Speaking of Aesop Rock, he came on next with Rob Sonic and DJ Big Wiz backing him. Despite being an enormous fan of Aesop Rock's music in my youth, the only time I'd seen him live prior to this was when he showed up as a surprise guest for Onry Ozzborn's set opening for the Shapeshifters in SF, where he did one verse on stage. Granted, I haven't been as big a fan of Aesop Rock's post-"Labor Days" material as some people, but I'm glad I was finally given an opportunity to see him do a full set with friends who are fans of his. While Aesop Rock didn't have a huge amount of stage presence or any great control over the crowd, watching him perform his verses live re-sparked my appreciation for the interesting ways in which he strings together words and summons cryptic imagery through his verses. Just hearing his deep voice and unique flow over the course of a full set made me smile over the consistently thick vocabulary and had me wanting to analyze it again as I did in my youth. He performed a number of songs from "None Shall Pass," a couple tracks from his awesome new collab album with Rob Sonic as the group Hail Mary Mallon, and a few older numbers that were a total throw-backs for me. No "Daylight" despite the audience requesting it, but he did cover "No Regrets" and "Big Bang," the latter of which I was very happy to hear since it's one of his best as far as I'm concerned. DJ Big Wiz did a scratch routine intermission mid-set that was also damn good, though not really touching DJ Abilities' skills behind the wheels. The crowd went nuts when Kimya Dawson came out as a surprise guest to collab with Aes on their Eyedea dedication "Bats" for the finale. Solid set.

As for the Atmosphere as the headliner, they're pretty much indie super stars at this point and they're doing it huge. In addition to their band (now an integral part of the group), they had stage props in the form of a Minnesota winter back-drop and leafless trees standing around stage. They also had a lot of excellent lighting that cut in and out at the snap of Slug's finger. The crowd was much louder and responsive for Atmosphere than they were for any of the other acts, including Aesop Rock who has a pretty significant fanbase of his own. They started off their set with some of their older "Lucy Ford" numbers, which included "Coffee & Cigarettes" and "Between the Lines," before heading into some of their newer numbers like "She's Enough." The band offered some pretty excellent re-interpretations of songs, the best of which were "Lovelife" and "God's Bathroom Floor," and Ant was grooving out to the numbers behind the boards with an extra-suave stage presence. Slug presented the songs in the form of a narrative, telling a story about picking Lucy up from the airport between each track and leading into each number with a segment of that story. He also preached to the crowd about how they were like family and the reasons that he commanded them to throw their hands in the air, but in my opinion there was a little too much of this preaching and narrative and it got tiresome after a while. Still, much respect to Slug for his creative ways of re-wording the lyrics of some of his songs to fit the Bay Area - those had me laughing every time. I've seen Atmosphere live countless times before and this was not the best I've seen from them (their tour for "Life Gives You Lemons" in San Francisco might have been, though), but still a pretty good set that had their hardcore fans going nuts.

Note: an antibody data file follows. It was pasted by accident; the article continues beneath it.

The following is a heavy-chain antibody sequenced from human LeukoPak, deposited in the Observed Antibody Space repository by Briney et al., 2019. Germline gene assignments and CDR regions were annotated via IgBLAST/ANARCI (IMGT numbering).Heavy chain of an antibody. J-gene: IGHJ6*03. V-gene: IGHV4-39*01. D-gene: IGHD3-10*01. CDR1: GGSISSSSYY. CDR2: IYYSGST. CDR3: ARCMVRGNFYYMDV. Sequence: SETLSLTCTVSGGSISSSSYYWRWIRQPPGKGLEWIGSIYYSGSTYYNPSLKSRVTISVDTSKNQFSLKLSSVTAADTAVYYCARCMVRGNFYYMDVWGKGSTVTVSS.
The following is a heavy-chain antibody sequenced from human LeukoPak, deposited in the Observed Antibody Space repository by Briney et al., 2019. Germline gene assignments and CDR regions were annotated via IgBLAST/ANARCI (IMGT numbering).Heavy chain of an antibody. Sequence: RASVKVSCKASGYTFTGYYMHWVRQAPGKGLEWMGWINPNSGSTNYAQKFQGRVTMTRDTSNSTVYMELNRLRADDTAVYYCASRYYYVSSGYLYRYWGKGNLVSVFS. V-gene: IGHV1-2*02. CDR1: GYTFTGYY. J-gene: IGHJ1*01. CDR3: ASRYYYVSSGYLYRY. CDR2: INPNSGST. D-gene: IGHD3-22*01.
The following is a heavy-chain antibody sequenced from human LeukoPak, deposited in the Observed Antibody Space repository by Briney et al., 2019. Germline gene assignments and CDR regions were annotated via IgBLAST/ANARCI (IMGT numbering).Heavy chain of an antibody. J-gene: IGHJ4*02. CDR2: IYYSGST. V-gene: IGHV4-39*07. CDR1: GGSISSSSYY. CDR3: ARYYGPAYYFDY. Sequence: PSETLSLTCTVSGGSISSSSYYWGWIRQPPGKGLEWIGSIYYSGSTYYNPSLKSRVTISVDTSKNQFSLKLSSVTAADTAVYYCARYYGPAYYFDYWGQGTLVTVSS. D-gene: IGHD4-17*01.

And thus ended the Greek Theater show... but not the live hip hop music! The next day, Blueprint did a free in-store at Amoeba Music in Berkeley, which gave me a chance to view his new set from the front row in a more intimate setting. He covered some new tracks that he didn't play at the Greek, including "Stole Our Yesterday," which is one of my favorites off the new album and worked nicely in the smaller Amoeba setting. It was great to see 'Print work his magic up close and personal and the in-store was ill as hell. Quite a few guest celebrities dropped into Amoeba as well, including Ant of Atmosphere, Grieves, Budo and coincidentally Eligh and Scarub. It was quite a loaded week for hip hop in Berkeley! Some video of Blueprint performing "The Clouds" off his new one at the in-store below: